You're Not Needy, You're Starving

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You are not needy. You are starving.

A while back I was working with a client and we began to talk about the prospect of her finding a post-divorce relationship.

She shared her fear that she’d be too needy.

I’ve heard this before. Many times.

And I say: NO. You are not needy, you’re starving.

This client had a 5 year old boy.

I explained it to her like this...

If her son skipped breakfast, lunch, and dinner and then said “Mommy, I’m too needy for food.” I know she’d reply:

“No sweetheart, you aren’t needy at all, you’re very hungry. You haven't gotten what you need. Now let’s get you something delicious to eat.”

Something about this needy feeling has us feeling like it’s bottomless, insatiable. That no matter how much we “eat” we’ll never be fed.

Not so. I speak from experience. Mine and many of my clients.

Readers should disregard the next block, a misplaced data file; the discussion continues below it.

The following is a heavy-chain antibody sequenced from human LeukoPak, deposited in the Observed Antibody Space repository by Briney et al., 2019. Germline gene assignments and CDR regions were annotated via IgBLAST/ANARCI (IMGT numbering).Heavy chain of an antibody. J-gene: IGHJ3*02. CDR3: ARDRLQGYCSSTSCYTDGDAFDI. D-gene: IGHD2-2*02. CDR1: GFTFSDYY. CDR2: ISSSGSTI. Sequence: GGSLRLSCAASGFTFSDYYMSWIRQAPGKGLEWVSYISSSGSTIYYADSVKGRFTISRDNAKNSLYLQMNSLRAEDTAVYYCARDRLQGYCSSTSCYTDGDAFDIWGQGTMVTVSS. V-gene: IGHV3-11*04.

Yes, it feels like we’ll never get enough.  Just like, when we are starving for food, at first, we think we really could eat the whole kitchen. Not so in either case.

We can find satiation. Here are just a few things I often hear women saying they are too needy for:

love, being seen (often confused with attention), touch (the way they uniquely like it), affection + adoration, being desired, a circle of women friends, companionship, being listened to + feeling understood, validation…

You’re not needy. You’re starving.

You certainly do not want for too much.

These are all entirely normal, natural, its-your-birth-right, your-parents-probably-didn’t-give-you-enough things.

So you’re starving.

That’s okay.

You can begin there. Begin bit by bit. or bite by bite.

Begin by renaming this 'neediness' with a more accurate term: hunger.

Begin by asking for what you want.

Begin by honoring your hunger and by feeding yourself.

Begin by receiving the cravings with kindness, instead of shame.

This hunger of yours. It’s so very wise.

You’re not needy. You’re simply starving.

Now darling, let’s get you something delicious to eat.

Note: I use the word ‘starving’ here to refer to often first-world emotional deprivation. Not to be confused with actual lack of nutrition needed for physical survival, which is a very real problem in our world.